CPAT Steering Committee
Warner Robins, GA
Rachel Ferraris is a 10-year breast cancer survivor who was diagnosed when she was 35 years old. Being so young, her concerns were dismissed by her first doctor, but she knew something wasn’t right and sought a second opinion. What was “nothing” was diagnosed a few weeks later as stage 3 invasive ductal carcinoma. While in treatment, Rachel told her story to others and encouraged them to be self-advocates and to not be afraid to ask questions concerning their own health and treatments. After active treatment she attended her first lobby day with Susan G Komen for the Cure, where she quickly discovered her passion of being a voice for equal treatment and access to screening for all. In 2007, Rachel created and served as Public Policy Chair for Susan G. Komen Central Georgia. She also served as co-chair and fundraising chair for Race for the Cure. She has been a consumer reviewer on several Congressionally Directed Medical Research Program (CDMRP) panels and for Advocates in Science with Komen.
Rachel recently completed a 2-year term as a State Leader with the Young Survivor Coalition, where she represented Middle Georgia breast cancer patients who were diagnosed under 40 years old. She actively oversees a virtual support group using social media. In 2016, Rachel joined the NCCS CPAT team and has been successful in reaching out to local media and community groups sharing the importance of cancer care planning.
Rachel lives in Warner Robins, Georgia with her husband and their two sons. She is the Family Engagement Coordinator at Parkwood Elementary School.
San Francisco, CA
Diane’s volunteer cancer advocacy work is informed by her two breast cancer diagnoses and includes both research and patient advocacy that spans thirteen years. She has held leadership roles in local and national advocacy organizations and is a sought-after speaker for clinician, researcher, patient, and payer audiences. Most recently she presented an advocate’s prescription for survivorship care at the American Society for Clinical Oncology’s inaugural Cancer Survivorship Symposium.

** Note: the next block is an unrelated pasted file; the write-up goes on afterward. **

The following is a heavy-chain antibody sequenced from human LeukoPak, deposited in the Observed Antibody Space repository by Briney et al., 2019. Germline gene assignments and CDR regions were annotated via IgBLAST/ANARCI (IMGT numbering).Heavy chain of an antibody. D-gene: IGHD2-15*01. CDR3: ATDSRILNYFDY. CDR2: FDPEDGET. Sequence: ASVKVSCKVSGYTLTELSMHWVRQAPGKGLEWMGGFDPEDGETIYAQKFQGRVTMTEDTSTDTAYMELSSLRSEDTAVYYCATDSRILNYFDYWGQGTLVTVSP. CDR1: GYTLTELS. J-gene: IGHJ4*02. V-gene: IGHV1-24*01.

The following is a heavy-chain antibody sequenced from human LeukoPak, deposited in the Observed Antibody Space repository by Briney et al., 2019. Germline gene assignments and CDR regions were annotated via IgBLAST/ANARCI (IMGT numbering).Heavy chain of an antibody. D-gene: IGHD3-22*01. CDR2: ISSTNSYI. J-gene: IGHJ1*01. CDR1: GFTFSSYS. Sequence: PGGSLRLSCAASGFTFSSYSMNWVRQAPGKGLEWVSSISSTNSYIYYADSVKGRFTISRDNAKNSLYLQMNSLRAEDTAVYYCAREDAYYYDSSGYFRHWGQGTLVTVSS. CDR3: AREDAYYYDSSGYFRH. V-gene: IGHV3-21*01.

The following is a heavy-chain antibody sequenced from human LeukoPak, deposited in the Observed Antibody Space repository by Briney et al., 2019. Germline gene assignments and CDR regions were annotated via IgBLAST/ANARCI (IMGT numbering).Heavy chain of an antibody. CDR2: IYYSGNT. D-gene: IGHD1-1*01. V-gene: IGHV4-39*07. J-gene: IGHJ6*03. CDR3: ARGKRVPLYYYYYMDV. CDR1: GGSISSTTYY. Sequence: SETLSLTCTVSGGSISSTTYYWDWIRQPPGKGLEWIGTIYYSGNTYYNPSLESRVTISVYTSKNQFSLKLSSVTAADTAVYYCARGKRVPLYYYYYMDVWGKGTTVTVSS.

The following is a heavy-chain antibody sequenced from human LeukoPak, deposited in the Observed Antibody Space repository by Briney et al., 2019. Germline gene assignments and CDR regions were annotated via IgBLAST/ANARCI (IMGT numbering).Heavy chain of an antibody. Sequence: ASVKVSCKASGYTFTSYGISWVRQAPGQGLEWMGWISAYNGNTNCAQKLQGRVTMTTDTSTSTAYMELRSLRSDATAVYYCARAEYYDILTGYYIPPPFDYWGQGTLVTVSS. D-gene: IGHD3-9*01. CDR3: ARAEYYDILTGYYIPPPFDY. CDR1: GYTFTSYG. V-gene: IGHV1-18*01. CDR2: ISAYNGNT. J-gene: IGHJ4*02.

In 2009, Diane joined the University of California, San Francisco, Breast Oncology Program’s SPORE (now Breast Science Advocacy Core) to work with researchers to help bring their breast cancer science focused on diagnosis and treatment to the clinic. At UCSF, she is a research advocate for three large clinical trials, including one that compares personalized risk-based breast cancer screening with annual screening. The trial was one of the first supported by PCORI (Patient-Centered Outcomes Research Institute) through its Pragmatic Clinical Trials Initiative.
Diane has co-created and presents an educational seminar for principal investigators on how to optimize the advocate-researcher relationship. An electronic Advocacy Toolkit accompanies the seminar. As a National Breast Cancer Coalition Project LEAD and Research Advocacy Network-trained science advocate, Diane is a consumer reviewer for the Department of Defense Congressionally Directed Breast Cancer Research Program; she also reviews grants for Susan G. Komen. Diane has co-chaired an ERA of HOPE Conference symposium.
She has long served as a peer counselor and currently works with Living Beyond Breast Cancer to help women at all stages of breast cancer with their journey. Diane is pleased to bring her mix of skills to the steering committee of the Cancer Policy & Advocacy Team (CPAT).
Diane is the founder and CEO of deClarity, a global life science communications consultancy. She is a Phi Beta Kappa graduate of Tufts University, lives in the San Francisco Bay Area, and has two grown children.
Lee Jones, MBA
Lee Jones, MBA, is the advocate serving on the survivorship committee, and lives in Arlington, VA. Lee is semi-retired and has extensive executive and management experience in corporate, government, and non-profit settings, with special expertise in finance and financial systems.
A Stage 4 colon cancer survivor, Lee is a long-time cancer research advocate who serves on the Georgetown University Oncology and two other Institutional Review Boards, and has reviewed grant and contract proposals for groups such as the Department of Defense and the Patient-Centered Outcomes Research Institute (PCORI). Lee is a member of the workgroup that is writing the next five-year Virginia Cancer Plan, and volunteers as a research advocate with Fight Colorectal Cancer.